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Kuril Islands
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Kuril Islands

The Kuril Islands (Russian: Кури́льские острова́), also known as Kurile Islands, stretch northeast from Hokkaido, Japan, to Kamchatka, separating the Sea of Okhotsk from the North Pacific Ocean. They are part of Russia's Sakhalin Oblast.

The islands are known in Japanese as the 千島 - Chishima (the thousand islands) or クリル列島 - Kuriru rettō (Kuril Archipelago). The name originates from the autonym of the aboriginal Ainu: "kur", meaning man.

The Kuril Islands were inhabited by the Ainu from time immemorial until they were expelled from the northernmost by the Russians in the 18th century. Japan inherited them in 1875 (Treaty of Saint Petersburg) in exchange for ceding Sakhalin to Russia. Russia reclaimed them after the WWII (Treaty of San Francisco), but Japan maintains a claim to the four southernmost islands, called Northern Territories in Japan (see Kuril Island conflict).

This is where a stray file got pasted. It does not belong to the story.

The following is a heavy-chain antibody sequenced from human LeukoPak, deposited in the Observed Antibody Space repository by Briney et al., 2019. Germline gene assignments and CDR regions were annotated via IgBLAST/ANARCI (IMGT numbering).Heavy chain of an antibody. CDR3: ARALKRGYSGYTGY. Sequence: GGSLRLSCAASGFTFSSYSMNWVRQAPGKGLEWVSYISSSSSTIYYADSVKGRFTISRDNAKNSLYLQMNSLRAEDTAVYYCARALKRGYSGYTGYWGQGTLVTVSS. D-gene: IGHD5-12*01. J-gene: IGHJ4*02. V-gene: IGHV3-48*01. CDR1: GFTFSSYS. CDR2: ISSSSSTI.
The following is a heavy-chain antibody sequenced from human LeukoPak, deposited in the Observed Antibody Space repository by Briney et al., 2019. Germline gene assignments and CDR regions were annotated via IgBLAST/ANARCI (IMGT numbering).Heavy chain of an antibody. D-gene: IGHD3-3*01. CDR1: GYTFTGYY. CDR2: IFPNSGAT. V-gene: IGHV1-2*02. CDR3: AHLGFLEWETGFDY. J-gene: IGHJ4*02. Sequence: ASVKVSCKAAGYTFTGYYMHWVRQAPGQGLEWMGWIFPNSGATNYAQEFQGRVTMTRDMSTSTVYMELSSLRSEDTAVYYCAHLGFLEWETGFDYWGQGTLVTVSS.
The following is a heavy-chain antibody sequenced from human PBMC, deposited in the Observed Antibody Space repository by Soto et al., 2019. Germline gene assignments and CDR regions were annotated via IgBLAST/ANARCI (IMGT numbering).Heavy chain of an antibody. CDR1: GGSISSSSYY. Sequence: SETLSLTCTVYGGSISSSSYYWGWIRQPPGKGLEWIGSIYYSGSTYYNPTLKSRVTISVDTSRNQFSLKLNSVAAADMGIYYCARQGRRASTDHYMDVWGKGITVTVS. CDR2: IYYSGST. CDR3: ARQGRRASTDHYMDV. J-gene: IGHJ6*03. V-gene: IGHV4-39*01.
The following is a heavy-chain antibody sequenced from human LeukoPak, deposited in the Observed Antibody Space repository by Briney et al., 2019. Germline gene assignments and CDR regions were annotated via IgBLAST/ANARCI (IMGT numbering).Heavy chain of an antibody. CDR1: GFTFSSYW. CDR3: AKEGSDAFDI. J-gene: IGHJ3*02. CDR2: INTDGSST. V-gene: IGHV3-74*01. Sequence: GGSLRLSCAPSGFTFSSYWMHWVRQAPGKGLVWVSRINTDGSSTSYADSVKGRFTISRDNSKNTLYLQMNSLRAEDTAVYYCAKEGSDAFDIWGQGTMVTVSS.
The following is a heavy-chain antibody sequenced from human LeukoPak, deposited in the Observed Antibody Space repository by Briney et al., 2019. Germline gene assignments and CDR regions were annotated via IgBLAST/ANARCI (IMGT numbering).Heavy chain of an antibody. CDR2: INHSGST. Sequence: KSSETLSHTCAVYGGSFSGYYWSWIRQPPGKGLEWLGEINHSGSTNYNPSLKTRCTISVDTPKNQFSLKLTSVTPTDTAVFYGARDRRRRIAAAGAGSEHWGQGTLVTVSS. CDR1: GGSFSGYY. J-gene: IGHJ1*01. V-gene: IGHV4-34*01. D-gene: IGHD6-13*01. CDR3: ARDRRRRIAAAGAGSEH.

The islands are renowned for their fogginess but are rich in seaweed and marine life, such as fish and otters. The northernmost, Atlasov Island (Oyakoba to the Japanese), is an almost perfect volcanic cone rising sheer out of the sea and has led to many Japanese eulogies in haiku, wood-block prints, etc., extolling its beauty, much as they do the more well-known Mt. Fuji.

The first information about the Kuril Islands was provided by a Russian explorer Vladimir Atlasov in 1697. In the 18th and early 19th centuries, the Kurils were explored by Danila Antsiferov, I.Kozyrevsky, Ivan Yevreinov, Fyodor Luzhin, Martin Shpanberg, Ivan Krusenstern, and Vasily Golovnin.